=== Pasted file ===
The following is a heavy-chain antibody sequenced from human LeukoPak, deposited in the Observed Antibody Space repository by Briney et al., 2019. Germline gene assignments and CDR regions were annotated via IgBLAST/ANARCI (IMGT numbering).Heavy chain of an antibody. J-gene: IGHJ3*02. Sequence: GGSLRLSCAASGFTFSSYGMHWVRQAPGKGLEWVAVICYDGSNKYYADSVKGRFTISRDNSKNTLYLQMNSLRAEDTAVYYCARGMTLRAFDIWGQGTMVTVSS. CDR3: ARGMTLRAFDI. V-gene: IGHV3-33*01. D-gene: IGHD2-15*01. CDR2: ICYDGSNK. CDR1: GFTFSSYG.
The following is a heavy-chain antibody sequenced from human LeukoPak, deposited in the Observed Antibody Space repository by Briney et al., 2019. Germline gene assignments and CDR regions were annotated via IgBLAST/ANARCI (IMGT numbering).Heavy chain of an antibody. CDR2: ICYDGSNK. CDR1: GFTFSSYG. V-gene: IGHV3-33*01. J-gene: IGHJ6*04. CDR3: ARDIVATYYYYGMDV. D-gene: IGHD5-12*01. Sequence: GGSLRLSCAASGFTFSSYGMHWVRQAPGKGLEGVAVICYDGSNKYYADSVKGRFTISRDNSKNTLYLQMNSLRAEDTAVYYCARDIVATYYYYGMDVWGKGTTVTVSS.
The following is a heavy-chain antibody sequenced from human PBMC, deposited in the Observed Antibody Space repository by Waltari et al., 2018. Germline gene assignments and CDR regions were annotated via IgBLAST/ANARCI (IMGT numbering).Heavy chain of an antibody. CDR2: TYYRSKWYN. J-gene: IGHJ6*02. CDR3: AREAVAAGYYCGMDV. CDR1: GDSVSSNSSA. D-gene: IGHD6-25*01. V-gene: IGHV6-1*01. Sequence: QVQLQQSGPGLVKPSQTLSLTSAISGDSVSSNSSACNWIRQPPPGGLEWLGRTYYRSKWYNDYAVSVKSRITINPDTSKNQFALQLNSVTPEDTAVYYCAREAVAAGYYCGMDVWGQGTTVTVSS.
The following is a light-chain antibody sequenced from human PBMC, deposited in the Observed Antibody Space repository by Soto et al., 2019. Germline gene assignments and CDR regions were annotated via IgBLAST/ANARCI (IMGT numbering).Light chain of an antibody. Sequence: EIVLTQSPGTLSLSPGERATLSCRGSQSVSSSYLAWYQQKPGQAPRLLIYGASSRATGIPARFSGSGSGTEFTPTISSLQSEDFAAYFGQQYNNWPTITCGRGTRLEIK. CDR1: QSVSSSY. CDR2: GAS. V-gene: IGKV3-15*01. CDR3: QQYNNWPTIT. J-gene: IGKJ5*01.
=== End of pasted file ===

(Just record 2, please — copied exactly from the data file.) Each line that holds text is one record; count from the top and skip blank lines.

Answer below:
The following is a heavy-chain antibody sequenced from human LeukoPak, deposited in the Observed Antibody Space repository by Briney et al., 2019. Germline gene assignments and CDR regions were annotated via IgBLAST/ANARCI (IMGT numbering).Heavy chain of an antibody. CDR2: ICYDGSNK. CDR1: GFTFSSYG. V-gene: IGHV3-33*01. J-gene: IGHJ6*04. CDR3: ARDIVATYYYYGMDV. D-gene: IGHD5-12*01. Sequence: GGSLRLSCAASGFTFSSYGMHWVRQAPGKGLEGVAVICYDGSNKYYADSVKGRFTISRDNSKNTLYLQMNSLRAEDTAVYYCARDIVATYYYYGMDVWGKGTTVTVSS.